Data sharing and release

Budget Review 2018–19 Index

Nicholas Horne and Philip Hamilton

The 2018–19 Budget provides a total of $65.1 million over 2018–2022 for significant new data sharing and release arrangements.[1] Agencies in the Prime Minister and Cabinet portfolio will account for $20.5 million of this funding ($15.4 million in additional funding and $5.1 million coming from agencies’ existing resources), and agencies within the Treasury portfolio will account for $44.6 million (all additional funding).[2]

The new data sharing and release arrangements will span:

  • ‘developing guidance on data sharing arrangements’
  • ‘monitoring and addressing risks and ethical considerations on data use’
  • ‘managing the process for high value datasets’, and
  • the establishment of a new ‘national consumer data right’ (CDR) relating to the transfer of data between service providers in specified sectors.[3]

The first three of these elements will be the subject of legislation and will be the responsibility of a new entity to be established, the National Data Commissioner. Introduction of the new CDR will be via legislation—‘primarily through changes to the Competition and Consumer Act 2010 [Cth]’.[4] The Government has stated that introduction of the CDR will start in the banking, energy and telecommunications sectors.[5] Treasury portfolio agencies will have carriage of introducing the CDR as follows:

  • the Australian Competition and Consumer Commission (ACCC) will assess the cost/benefit of ‘designating sectors that will be subject to the CDR’[6] and will develop rules for CDR governance and data standards
  • the Office of the Australian Information Commissioner (OAIC) will examine the privacy impact, and
  • the Commonwealth Scientific and Industrial Research Organisation will finalise the data standards.[7]

The ACCC and OAIC will have responsibility for, respectively, oversight of the CDR system and consumer complaints concerning the CDR.[8]

The origin of the new data sharing and release arrangements lies in a 2017 Productivity Commission report on data availability and use. The Productivity Commission made a number of recommendations including a new legislative regime for data sharing and release, a comprehensive right for consumers and small/medium businesses concerning data use, and a national data custodian to oversee the new data sharing and release arrangements.[9]

Shortly before the Budget, in its response to the Productivity Commission’s recommendations, the Government announced the creation of the new National Data Commissioner, new legislation governing data sharing and release, and the creation of the new CDR.[10]

Commentary on the new data sharing and release arrangements has emphasised the significance of the CDR as a ‘major regulatory change’ while raising doubts about existing federal government capability for its implementation.[11]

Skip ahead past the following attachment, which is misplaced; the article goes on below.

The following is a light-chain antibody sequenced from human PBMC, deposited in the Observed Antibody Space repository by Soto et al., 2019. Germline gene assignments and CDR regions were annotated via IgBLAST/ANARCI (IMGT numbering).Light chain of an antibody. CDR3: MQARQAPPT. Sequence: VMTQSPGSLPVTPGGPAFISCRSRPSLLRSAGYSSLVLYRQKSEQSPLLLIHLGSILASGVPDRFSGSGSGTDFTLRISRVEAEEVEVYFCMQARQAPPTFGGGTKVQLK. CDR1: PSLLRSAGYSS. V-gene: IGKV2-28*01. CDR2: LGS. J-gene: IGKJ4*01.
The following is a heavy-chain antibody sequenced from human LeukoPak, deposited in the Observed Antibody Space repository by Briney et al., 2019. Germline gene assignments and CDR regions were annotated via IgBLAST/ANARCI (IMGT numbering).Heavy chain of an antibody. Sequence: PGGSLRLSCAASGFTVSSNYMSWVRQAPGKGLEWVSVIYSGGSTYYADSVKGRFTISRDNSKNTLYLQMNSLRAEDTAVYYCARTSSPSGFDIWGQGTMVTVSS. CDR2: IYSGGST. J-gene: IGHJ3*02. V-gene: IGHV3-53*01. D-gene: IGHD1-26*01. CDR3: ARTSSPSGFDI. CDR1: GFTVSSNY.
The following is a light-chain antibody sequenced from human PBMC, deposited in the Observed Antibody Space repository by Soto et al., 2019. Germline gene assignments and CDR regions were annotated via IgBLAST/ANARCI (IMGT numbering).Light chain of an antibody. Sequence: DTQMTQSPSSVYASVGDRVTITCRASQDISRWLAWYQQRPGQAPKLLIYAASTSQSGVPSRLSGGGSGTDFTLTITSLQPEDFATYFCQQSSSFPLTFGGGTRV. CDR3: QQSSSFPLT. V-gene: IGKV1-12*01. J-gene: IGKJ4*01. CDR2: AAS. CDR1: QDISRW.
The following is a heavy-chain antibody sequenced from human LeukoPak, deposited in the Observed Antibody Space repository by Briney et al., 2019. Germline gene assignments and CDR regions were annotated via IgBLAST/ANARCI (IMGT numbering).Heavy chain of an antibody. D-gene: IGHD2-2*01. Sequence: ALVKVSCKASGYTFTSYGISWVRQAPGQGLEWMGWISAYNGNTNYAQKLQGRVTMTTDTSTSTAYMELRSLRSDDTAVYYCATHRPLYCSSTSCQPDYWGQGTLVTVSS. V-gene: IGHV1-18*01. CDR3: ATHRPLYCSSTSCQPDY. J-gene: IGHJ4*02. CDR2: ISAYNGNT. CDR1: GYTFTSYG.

In its report the Productivity Commission outlined comparable data governance arrangements in New Zealand, the United Kingdom and the European Union, where a General Data Protection Regulation will come into effect on 25 May 2018.[12]

 


[1].          The budget figures in this brief have been taken from the following document unless otherwise sourced: Australian Government, Budget Measures 2018–19: Budget Paper No.2: 2018–19, pp. 166, 186.

[2].          Prime Minister and Cabinet portfolio agencies are the Departments of: the Prime Minister and Cabinet; Agriculture and Water Resources; Education and Training; Home Affairs; Industry, Innovation and Science; Health; Human Services; and Social Services, with other portfolio agencies including the Australian Bureau of Statistics and the Australian Taxation Office. Treasury portfolio agencies are the Australian Competition and Consumer Commission, the Commonwealth Scientific and Industrial Research Organisation, and the Office of the Australian Information Commissioner.

[3].          Australian Government, Budget Measures 2018–19: Budget Paper No.2: 2018–19, op. cit., p. 186.

[4].          Department of the Prime Minister and Cabinet (DPMC), ‘Data availability and use: the Australian Government’s response to the Productivity Commission data availability and use inquiry: the consumer data right’, DPMC website.

[5].          Ibid.

[6].          Australian Government, Budget Measures 2018–19: Budget Paper No.2: 2018–19, op. cit., p. 186.

[7].          Ibid.

[8].          DPMC, ‘Data availability and use: the Australian Government’s response to the Productivity Commission data availability and use inquiry: the consumer data right’, op. cit.

[9].          Productivity Commission, Data Availability and Use: Productivity Commission Inquiry Report No. 82, Productivity Commission, Canberra, March 2017, p. 2.

[10].       M Keenan (Minister for Human Services and Minister Assisting the Prime Minister for Digital Transformation), M Sukkar (Assistant Minister to the Treasurer), Government response to Productivity Commission inquiry into data availability and use, media release, 1 May 2018; DPMC, ‘Data availability and use: the Australian Government’s response to the Productivity Commission data availability and use inquiry’, op. cit.

[11].       T Burton, ‘Canberra creates a brave new data world’, The Mandarin, 3 May 2018.

[12].       Productivity Commission, Data Availability and Use: Productivity Commission Inquiry Report No. 82, op. cit., pp. 498–507.

 

All online articles accessed May 2018.

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